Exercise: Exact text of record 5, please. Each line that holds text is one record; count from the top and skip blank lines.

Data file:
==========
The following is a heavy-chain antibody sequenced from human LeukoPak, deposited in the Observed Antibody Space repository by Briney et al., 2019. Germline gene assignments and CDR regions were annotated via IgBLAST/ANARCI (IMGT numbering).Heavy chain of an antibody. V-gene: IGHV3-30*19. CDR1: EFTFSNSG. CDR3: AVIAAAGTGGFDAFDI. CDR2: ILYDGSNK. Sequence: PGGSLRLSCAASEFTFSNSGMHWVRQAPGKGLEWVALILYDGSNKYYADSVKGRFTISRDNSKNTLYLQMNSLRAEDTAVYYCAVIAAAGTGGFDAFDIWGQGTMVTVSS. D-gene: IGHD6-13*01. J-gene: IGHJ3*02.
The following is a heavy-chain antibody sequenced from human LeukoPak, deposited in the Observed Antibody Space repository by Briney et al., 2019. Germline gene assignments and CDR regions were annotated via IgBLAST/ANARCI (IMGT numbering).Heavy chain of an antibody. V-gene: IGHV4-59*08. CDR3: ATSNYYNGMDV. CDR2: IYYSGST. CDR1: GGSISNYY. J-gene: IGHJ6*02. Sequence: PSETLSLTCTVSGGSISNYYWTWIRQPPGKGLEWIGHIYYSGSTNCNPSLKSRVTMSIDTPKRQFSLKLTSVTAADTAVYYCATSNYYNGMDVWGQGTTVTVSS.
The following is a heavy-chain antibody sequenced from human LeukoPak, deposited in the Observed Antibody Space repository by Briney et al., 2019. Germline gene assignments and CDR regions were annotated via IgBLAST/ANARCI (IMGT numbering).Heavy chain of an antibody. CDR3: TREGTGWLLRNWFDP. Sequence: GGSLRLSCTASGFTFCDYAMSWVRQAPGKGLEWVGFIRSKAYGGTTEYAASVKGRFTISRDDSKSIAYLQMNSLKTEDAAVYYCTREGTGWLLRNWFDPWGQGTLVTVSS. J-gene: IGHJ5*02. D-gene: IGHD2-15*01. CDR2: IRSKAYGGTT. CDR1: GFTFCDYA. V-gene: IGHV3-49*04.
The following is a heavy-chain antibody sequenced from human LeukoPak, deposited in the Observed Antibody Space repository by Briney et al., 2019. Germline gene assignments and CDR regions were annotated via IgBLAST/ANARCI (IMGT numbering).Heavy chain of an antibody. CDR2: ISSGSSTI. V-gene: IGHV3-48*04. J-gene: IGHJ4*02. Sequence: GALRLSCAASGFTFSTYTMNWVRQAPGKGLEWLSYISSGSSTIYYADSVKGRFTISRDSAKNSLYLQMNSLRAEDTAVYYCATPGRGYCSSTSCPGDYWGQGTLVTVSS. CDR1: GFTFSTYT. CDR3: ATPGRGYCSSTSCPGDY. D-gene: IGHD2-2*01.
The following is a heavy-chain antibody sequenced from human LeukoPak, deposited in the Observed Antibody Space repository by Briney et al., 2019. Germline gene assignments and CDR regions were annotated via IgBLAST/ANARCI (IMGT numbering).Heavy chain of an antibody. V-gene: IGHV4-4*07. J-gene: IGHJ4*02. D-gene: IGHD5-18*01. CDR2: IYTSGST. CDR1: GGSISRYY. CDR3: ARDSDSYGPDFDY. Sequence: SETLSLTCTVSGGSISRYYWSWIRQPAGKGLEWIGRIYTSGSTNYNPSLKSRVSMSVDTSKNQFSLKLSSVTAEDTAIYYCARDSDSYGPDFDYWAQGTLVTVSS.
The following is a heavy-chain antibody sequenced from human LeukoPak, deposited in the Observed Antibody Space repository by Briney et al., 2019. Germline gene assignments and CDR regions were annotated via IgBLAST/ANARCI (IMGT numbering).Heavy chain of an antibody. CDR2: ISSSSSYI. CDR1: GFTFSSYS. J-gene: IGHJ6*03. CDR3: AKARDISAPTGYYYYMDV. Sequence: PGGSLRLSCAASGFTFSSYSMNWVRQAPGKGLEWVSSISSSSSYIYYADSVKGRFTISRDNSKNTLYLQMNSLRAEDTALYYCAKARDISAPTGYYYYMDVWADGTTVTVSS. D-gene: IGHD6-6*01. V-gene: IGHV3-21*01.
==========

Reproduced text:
The following is a heavy-chain antibody sequenced from human LeukoPak, deposited in the Observed Antibody Space repository by Briney et al., 2019. Germline gene assignments and CDR regions were annotated via IgBLAST/ANARCI (IMGT numbering).Heavy chain of an antibody. V-gene: IGHV4-4*07. J-gene: IGHJ4*02. D-gene: IGHD5-18*01. CDR2: IYTSGST. CDR1: GGSISRYY. CDR3: ARDSDSYGPDFDY. Sequence: SETLSLTCTVSGGSISRYYWSWIRQPAGKGLEWIGRIYTSGSTNYNPSLKSRVSMSVDTSKNQFSLKLSSVTAEDTAIYYCARDSDSYGPDFDYWAQGTLVTVSS.